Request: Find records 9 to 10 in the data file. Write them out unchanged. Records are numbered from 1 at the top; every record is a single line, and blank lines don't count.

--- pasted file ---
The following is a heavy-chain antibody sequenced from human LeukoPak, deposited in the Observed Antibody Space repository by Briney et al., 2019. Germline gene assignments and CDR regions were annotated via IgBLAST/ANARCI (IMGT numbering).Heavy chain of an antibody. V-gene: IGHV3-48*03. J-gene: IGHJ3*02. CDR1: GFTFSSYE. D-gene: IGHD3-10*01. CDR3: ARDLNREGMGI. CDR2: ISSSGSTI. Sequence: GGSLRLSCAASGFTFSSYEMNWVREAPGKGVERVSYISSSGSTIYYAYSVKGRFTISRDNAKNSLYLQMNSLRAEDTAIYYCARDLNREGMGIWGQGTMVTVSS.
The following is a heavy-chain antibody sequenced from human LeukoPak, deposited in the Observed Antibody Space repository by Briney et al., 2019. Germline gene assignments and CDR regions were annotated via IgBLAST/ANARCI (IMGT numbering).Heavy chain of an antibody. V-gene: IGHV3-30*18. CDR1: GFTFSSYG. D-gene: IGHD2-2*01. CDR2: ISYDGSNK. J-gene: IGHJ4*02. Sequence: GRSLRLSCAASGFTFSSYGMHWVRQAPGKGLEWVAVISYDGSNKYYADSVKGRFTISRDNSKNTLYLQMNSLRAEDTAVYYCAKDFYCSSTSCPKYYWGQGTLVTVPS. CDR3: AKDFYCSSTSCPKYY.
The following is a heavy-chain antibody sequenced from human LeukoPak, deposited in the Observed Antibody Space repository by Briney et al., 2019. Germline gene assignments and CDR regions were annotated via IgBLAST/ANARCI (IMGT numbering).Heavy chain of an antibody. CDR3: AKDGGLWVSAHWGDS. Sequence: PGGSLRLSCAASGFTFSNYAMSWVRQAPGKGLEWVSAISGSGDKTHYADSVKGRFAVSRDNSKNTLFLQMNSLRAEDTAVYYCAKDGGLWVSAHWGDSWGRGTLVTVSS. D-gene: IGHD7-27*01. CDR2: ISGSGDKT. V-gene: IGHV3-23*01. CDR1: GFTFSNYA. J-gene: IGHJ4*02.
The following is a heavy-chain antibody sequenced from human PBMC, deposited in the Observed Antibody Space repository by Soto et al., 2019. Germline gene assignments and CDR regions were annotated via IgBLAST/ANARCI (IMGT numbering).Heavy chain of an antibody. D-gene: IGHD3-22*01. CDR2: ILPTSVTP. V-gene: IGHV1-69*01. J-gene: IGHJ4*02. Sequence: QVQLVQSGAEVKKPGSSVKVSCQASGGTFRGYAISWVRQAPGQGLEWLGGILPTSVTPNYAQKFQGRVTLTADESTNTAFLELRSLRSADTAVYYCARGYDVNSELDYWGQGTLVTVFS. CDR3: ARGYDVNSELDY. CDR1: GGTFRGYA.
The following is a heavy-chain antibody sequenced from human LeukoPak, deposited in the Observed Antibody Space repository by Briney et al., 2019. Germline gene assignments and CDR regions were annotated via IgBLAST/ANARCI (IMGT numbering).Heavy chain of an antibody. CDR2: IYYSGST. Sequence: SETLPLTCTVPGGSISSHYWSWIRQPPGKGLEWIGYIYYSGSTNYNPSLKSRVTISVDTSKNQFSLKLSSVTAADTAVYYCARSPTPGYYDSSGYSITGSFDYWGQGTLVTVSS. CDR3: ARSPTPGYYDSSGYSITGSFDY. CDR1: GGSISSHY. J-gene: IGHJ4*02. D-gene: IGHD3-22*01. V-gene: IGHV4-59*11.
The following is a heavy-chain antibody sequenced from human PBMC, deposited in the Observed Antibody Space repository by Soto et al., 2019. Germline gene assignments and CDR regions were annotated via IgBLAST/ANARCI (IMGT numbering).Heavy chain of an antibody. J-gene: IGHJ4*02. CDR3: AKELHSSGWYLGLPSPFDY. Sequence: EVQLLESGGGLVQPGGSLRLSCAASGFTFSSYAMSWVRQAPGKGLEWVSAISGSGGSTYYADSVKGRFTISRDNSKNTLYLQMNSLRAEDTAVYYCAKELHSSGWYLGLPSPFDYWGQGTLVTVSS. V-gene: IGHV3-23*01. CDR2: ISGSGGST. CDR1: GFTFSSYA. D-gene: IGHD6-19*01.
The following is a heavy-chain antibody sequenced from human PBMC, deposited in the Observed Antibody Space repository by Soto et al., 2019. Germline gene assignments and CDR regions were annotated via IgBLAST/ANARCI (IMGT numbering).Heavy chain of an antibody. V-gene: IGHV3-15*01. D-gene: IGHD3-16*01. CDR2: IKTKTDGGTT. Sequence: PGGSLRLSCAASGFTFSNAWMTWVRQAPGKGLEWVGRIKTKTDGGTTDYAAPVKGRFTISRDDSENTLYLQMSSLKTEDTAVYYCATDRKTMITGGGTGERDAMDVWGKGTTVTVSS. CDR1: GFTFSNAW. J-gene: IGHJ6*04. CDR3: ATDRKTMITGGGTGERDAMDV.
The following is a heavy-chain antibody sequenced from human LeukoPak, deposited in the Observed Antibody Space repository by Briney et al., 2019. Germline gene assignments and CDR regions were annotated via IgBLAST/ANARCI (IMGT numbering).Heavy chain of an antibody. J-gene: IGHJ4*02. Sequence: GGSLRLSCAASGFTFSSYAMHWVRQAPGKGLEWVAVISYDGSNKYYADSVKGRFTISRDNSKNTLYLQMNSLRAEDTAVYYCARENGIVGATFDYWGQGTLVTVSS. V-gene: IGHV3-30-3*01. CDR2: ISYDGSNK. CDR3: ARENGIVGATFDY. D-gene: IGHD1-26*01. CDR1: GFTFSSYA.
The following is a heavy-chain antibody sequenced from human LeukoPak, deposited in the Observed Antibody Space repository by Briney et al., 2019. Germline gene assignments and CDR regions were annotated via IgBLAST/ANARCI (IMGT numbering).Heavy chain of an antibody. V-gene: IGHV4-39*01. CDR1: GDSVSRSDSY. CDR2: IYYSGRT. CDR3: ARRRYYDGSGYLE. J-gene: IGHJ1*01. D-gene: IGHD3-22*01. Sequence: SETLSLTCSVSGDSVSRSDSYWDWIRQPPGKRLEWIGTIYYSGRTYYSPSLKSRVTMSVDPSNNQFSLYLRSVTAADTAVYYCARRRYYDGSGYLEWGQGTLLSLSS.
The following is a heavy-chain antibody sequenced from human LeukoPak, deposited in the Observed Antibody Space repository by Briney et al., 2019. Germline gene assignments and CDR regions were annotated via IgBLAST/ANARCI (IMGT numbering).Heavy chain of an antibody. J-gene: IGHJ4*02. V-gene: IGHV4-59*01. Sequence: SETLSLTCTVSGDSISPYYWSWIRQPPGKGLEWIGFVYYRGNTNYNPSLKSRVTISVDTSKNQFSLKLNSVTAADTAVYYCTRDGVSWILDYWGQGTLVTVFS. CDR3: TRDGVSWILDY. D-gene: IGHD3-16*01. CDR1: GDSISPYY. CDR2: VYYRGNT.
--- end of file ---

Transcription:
The following is a heavy-chain antibody sequenced from human LeukoPak, deposited in the Observed Antibody Space repository by Briney et al., 2019. Germline gene assignments and CDR regions were annotated via IgBLAST/ANARCI (IMGT numbering).Heavy chain of an antibody. V-gene: IGHV4-39*01. CDR1: GDSVSRSDSY. CDR2: IYYSGRT. CDR3: ARRRYYDGSGYLE. J-gene: IGHJ1*01. D-gene: IGHD3-22*01. Sequence: SETLSLTCSVSGDSVSRSDSYWDWIRQPPGKRLEWIGTIYYSGRTYYSPSLKSRVTMSVDPSNNQFSLYLRSVTAADTAVYYCARRRYYDGSGYLEWGQGTLLSLSS.
The following is a heavy-chain antibody sequenced from human LeukoPak, deposited in the Observed Antibody Space repository by Briney et al., 2019. Germline gene assignments and CDR regions were annotated via IgBLAST/ANARCI (IMGT numbering).Heavy chain of an antibody. J-gene: IGHJ4*02. V-gene: IGHV4-59*01. Sequence: SETLSLTCTVSGDSISPYYWSWIRQPPGKGLEWIGFVYYRGNTNYNPSLKSRVTISVDTSKNQFSLKLNSVTAADTAVYYCTRDGVSWILDYWGQGTLVTVFS. CDR3: TRDGVSWILDY. D-gene: IGHD3-16*01. CDR1: GDSISPYY. CDR2: VYYRGNT.